Just like political decisions made in the ‘70’s and 80’s led to cheap corn syrup becoming ubiquitous in the US food chain, so political decisions made in China, perhaps around the same time, have now addicted us to their technology. Are we hopelessly addicted, or is there a cure?

The story of how high fructose corn syrup (HFCS) became dominant in the US food (especially soda) industry has been the subject of a number of books and articles over the years. It’s a tale of how political decisions can subvert normal market forces, leading to unnatural fluctuations in supply and demand, and subsidies that make one alternative significantly more attractive than another.

While we aren’t qualified to draw conclusions, there are plenty of experts who agree that the widespread effect of excess fructose in the diet of the average American may be one of the underlying causes of America’s current obesity crisis, with some research even seeking to draw a link between HFCS and drug addiction due to its impact on dopamine levels.

What has corn syrup got to do with china and tech?

If we abstract back to what started this “addiction to cheap syrup” it seems clear that it began with some key political decisions that influenced supply and pricing in the market. Today China has done much the same with decisions and subsidies designed to make manufacturing (of any kind, not just technology) so cheap as to be impossible to compete with in the western world.

We have now reached the point that almost every major technology vendor, regardless of where they call “home”, is completely reliant on Chinese manufactured chips, sub assemblies (both hardware and compiled code) and/or fully manufactured end products from large sub-contract manufacturers. The technology supply chain is now vast, complex and opaque, but all roads now lead through China. We’re addicted; our greed loves how cheap it is and how profitable that makes it. It’s deep in the recipe of the goods we consume, whether we want it or not, and we’re now so addicted, cold turkey is nigh impossible.

It’s not really about China. It’s about trust.

Ironically, the core issue isn’t “China” per se. Indeed some argue that the current focus on specific Chinese brands is only really the tip of the iceberg. The real challenge, we believe, is in the opaque process by which products are built today, regardless of location.

Inherent in the design of most hardware is a reliance on different kinds of sub-assembly – be they hardware or software. There are lots of places where compromises can hide from both the “brand” and the eventual end user in pre-assembled bits of hardware and compiled pieces of code. And a reliance on a relatively small number of large sub-contract manufacturers who put these pieces together means that the subversion of products from numerous end user brands becomes easier through compromise of the supply chain and/or manufacturing process.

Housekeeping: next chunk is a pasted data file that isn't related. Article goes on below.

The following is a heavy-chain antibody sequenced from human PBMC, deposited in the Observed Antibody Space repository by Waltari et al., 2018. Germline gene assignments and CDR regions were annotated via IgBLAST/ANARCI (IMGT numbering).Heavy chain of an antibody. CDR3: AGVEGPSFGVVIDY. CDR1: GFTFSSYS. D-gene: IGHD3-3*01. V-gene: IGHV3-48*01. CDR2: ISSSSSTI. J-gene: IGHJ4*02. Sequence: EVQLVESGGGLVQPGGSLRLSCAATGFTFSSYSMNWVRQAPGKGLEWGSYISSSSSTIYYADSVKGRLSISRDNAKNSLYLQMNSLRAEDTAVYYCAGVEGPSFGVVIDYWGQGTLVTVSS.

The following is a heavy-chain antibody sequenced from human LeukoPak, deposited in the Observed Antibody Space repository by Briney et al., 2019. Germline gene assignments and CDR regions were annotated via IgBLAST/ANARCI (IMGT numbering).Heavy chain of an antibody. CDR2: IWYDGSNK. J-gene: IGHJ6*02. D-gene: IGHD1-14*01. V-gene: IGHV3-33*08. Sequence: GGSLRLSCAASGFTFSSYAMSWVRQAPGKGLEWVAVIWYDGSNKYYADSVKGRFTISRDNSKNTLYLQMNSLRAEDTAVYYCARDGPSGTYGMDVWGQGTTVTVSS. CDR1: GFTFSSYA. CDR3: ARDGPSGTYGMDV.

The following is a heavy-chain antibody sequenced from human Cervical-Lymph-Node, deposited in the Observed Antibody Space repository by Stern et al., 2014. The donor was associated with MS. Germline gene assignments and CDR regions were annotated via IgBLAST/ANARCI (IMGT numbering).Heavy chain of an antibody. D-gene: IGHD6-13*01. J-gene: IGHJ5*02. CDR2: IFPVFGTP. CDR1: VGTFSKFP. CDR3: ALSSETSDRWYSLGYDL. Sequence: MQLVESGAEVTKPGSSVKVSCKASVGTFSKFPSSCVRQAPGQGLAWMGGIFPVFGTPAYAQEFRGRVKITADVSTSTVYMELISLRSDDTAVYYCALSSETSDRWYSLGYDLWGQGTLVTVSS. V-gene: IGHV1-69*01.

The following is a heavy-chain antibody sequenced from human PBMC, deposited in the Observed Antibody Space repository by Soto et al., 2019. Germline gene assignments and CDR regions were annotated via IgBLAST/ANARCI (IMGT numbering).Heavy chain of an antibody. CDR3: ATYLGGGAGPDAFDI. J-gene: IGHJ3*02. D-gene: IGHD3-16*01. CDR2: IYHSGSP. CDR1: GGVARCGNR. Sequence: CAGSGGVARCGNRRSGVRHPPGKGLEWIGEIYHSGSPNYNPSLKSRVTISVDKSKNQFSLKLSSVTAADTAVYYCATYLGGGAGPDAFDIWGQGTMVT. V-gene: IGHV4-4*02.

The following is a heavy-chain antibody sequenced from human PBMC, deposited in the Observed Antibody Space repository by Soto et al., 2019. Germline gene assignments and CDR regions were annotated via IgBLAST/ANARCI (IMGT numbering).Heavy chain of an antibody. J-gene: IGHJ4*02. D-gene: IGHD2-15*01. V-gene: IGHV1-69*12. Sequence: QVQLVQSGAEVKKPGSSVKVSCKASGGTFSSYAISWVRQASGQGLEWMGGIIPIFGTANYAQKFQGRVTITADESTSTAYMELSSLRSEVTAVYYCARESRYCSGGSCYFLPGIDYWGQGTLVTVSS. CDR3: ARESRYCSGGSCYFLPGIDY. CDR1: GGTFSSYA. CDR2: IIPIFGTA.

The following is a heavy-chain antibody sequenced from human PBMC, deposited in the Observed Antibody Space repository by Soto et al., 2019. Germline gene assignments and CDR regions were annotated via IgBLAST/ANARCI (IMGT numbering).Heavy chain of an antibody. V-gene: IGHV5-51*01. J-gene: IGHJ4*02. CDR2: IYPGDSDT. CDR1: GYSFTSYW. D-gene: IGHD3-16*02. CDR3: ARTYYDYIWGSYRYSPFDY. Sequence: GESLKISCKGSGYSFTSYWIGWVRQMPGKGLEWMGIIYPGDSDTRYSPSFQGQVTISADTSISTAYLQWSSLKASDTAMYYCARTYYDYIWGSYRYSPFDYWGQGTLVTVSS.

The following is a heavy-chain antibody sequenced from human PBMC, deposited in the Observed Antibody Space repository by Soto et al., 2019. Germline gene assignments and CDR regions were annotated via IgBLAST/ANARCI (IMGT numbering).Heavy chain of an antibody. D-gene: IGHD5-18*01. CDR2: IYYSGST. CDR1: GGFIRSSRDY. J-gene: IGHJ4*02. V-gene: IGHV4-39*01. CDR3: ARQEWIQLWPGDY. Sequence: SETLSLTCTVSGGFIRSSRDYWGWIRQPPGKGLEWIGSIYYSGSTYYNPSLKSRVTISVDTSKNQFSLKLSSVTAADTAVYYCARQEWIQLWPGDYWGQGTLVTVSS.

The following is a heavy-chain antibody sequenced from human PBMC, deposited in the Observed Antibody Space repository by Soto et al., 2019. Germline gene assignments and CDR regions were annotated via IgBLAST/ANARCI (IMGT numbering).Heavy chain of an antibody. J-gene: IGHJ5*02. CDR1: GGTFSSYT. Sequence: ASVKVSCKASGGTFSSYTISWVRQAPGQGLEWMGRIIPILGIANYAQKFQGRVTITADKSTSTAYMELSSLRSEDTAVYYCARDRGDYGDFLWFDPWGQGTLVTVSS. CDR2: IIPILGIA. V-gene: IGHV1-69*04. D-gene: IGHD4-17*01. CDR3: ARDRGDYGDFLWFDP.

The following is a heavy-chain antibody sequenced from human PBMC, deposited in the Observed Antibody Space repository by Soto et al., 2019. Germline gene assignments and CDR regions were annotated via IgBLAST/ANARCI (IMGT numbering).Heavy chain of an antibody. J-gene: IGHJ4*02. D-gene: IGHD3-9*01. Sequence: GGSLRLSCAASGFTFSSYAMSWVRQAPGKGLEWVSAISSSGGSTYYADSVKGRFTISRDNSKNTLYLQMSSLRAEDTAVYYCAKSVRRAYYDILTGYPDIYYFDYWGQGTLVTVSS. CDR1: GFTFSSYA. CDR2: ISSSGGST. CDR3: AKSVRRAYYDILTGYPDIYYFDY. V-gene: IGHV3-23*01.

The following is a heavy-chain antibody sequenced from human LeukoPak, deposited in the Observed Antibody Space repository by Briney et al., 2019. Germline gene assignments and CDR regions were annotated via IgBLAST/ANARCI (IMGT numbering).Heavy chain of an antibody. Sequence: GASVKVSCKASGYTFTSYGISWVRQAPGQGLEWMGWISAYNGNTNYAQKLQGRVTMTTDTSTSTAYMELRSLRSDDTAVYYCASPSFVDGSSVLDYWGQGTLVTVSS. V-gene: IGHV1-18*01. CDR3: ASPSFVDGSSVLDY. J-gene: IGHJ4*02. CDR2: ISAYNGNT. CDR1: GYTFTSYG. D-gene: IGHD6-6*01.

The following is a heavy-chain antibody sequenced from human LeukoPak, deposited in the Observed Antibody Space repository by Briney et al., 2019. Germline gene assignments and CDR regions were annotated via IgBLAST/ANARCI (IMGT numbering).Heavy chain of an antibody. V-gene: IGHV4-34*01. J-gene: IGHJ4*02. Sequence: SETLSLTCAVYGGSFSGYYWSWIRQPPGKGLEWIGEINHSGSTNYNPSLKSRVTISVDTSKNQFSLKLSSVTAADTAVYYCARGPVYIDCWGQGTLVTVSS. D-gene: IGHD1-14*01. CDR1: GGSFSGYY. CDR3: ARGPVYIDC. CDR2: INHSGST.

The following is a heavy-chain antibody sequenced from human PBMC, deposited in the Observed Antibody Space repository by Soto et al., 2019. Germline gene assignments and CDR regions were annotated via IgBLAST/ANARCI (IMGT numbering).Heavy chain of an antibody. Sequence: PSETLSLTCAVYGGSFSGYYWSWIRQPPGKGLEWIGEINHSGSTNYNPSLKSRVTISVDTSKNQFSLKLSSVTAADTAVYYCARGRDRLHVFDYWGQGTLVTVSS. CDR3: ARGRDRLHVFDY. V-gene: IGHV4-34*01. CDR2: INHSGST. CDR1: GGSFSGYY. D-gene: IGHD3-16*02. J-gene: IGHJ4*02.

Why aren’t more people talking about this?

The risk posed by this assembled hardware and firmware is bigger than is generally acknowledged, as announcing breaches has wide-ranging implications for those affected, and so many events are managed discreetly. Those of you who work in defence, intelligence or insurance, will know how deep the problem is, but without a solution few will raise it as a problem. It’s almost a shared “dirty secret.”

You need to stop trusting vendors, including us.

The only true way to have confidence in the products you install in your racks is to have complete transparency into what is inside the box. We don’t subscribe to the dirty secret because we’re the only vendor actually doing something positive to mitigate this type of risk.

Specifically, we:

  • Manufacture in our own facility (in the US)
  • Compile all code (including firmware) from source
  • Can inspect (and allow select customers to inspect) every line of that code
  • Can prove the provenance of every component
  • Can prove that every assembly and sub-assembly is an accurate manifestation of design intent
  • In this way you don’t need to trust SoftIron or its staff. If you have complete transparency into the end product, then you have the ability to verify every aspect of the product for yourself. This is the way it should be for all vendors, especially those delivering into sensitive and/or critical environments.

Unfortunately, this is not the case today.

Time for a low fructose diet

SoftIron isn’t the answer to this systemic issue; we’re just the first opportunity to start to reduce some of the “syrup” in your diet. If we care as much about improving the health of the nation’s IT infrastructure as we do about improving our nation’s actual health, then now is the time to start. Contact us here to strike up a conversation about it.